An Aberdeen academic has told of the importance of voting in the EU elections despite Brexit uncertainty.
Aberdeen University politics lecturer Dr Malcolm Harvey said it is important to vote in the poll on Thursday despite plans for the UK to leave the EU by October.
The UK Government has negotiated an agreement with the 27 other EU nations to leave the political alliance by October 31, an extension from the initial date of March 29.
Dr Harvey said: “From a technical point of view, we won’t leave the EU before the start of the next parliamentary term on July 2.
“If we’re still members of the European Union we have to have representation in Brussels.
“How long they’ll be representing the UK at the European Parliament is the thing we don’t know at the moment.
“I think it’s always important to turn out and vote.
“We’re in this situation because the public were given their say in the referendum, so I think it’s important that they get out and vote for parties they agree with.”
The electoral system in use for EU elections differs from that of the Westminster votes in the UK.
Dubbed the D’Hondt method, it sees parties create a ranked list of candidates who will then be selected based on the number of votes cast for each party.
Dr Harvey believes the system makes it easier for individuals to vote for those they support, as opposed to voting against those they disagree with.
He said: “In that regard, it’s hugely important that people use their vote on Thursday and show their support for the parties and issues that they agree with, as opposed to having to vote purely in a tactical way. In a democratic sense, that’s really important.”
Polls open on Thursday across the UK, with the official counts conducted and the results to be announced on Sunday.
Residents of the north-east will be able to cast their votes to fill one of the six MEP seats which represent Scotland.
The delay is down to voting not due to conclude in other European countries until Sunday.
Dr Harvey believes engagement with the Brexit debate could see more people coming forward to vote in the usually poorly attended EU elections.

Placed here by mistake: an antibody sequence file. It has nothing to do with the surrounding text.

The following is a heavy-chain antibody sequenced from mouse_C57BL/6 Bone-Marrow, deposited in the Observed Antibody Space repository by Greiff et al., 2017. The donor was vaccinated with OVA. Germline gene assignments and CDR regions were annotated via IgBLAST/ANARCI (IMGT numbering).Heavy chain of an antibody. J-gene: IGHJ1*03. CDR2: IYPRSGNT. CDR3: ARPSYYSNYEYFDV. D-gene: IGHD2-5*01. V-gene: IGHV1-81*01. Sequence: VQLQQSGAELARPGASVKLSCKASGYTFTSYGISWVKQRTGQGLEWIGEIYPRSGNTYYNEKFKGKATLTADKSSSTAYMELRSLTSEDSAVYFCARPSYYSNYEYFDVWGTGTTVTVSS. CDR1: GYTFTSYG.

He said: “We’re a little bit in the dark on this until Thursday, but I think there’s a chance people could be more engaged with the issues being voted on in this election.
“But on the other hand there’s also the chance that people could simply be sick and tired of the whole argument.”
Dr Harvey said: “One thing that’s been pretty clear from the polls is that Labour and the Conservatives are going to take a real hit in this election.
“It looks like Labour might get either one or none of the seats in Scotland and the Tories will not get any.
“We’re also looking at what will probably be a really good performance for the Brexit Party, who could wind up as the second-biggest party in Scotland behind the SNP.”
Anthony Salamone, a research fellow at the Scottish Centre on European Relations, told the Evening Express the outcome of the elections will send a message to other EU nations about the thinking inside Scotland.
He said: “The extent to which pro-EU parties do well in Scotland in these elections will certainly send a strong message about what Scotland thinks about Europe.
“So, for instance, if there’s a big contingent of pro-Europe MEPs elected then that demonstrates the outlook on the EU from people in Scotland is very different from those in the rest of the UK,” he added.